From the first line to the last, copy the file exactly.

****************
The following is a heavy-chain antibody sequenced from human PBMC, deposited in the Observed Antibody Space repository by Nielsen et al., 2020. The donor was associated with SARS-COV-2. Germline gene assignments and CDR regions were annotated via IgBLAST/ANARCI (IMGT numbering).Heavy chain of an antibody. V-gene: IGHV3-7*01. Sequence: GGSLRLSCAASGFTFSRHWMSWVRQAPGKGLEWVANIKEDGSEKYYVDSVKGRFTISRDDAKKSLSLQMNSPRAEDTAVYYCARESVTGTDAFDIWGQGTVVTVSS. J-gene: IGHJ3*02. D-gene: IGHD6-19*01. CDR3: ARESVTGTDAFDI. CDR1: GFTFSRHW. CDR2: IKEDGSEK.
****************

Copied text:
The following is a heavy-chain antibody sequenced from human PBMC, deposited in the Observed Antibody Space repository by Nielsen et al., 2020. The donor was associated with SARS-COV-2. Germline gene assignments and CDR regions were annotated via IgBLAST/ANARCI (IMGT numbering).Heavy chain of an antibody. V-gene: IGHV3-7*01. Sequence: GGSLRLSCAASGFTFSRHWMSWVRQAPGKGLEWVANIKEDGSEKYYVDSVKGRFTISRDDAKKSLSLQMNSPRAEDTAVYYCARESVTGTDAFDIWGQGTVVTVSS. J-gene: IGHJ3*02. D-gene: IGHD6-19*01. CDR3: ARESVTGTDAFDI. CDR1: GFTFSRHW. CDR2: IKEDGSEK.